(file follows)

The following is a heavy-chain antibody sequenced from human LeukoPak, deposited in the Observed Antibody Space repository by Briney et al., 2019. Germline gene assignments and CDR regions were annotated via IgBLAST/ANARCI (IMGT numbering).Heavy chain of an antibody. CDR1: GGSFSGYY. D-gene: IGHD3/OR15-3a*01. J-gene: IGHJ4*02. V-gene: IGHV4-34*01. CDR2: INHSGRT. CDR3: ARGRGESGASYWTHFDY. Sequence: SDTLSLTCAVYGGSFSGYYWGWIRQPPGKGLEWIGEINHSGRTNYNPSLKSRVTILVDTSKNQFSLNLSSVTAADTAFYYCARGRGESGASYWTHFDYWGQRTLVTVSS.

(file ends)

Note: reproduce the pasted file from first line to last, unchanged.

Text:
The following is a heavy-chain antibody sequenced from human LeukoPak, deposited in the Observed Antibody Space repository by Briney et al., 2019. Germline gene assignments and CDR regions were annotated via IgBLAST/ANARCI (IMGT numbering).Heavy chain of an antibody. CDR1: GGSFSGYY. D-gene: IGHD3/OR15-3a*01. J-gene: IGHJ4*02. V-gene: IGHV4-34*01. CDR2: INHSGRT. CDR3: ARGRGESGASYWTHFDY. Sequence: SDTLSLTCAVYGGSFSGYYWGWIRQPPGKGLEWIGEINHSGRTNYNPSLKSRVTILVDTSKNQFSLNLSSVTAADTAFYYCARGRGESGASYWTHFDYWGQRTLVTVSS.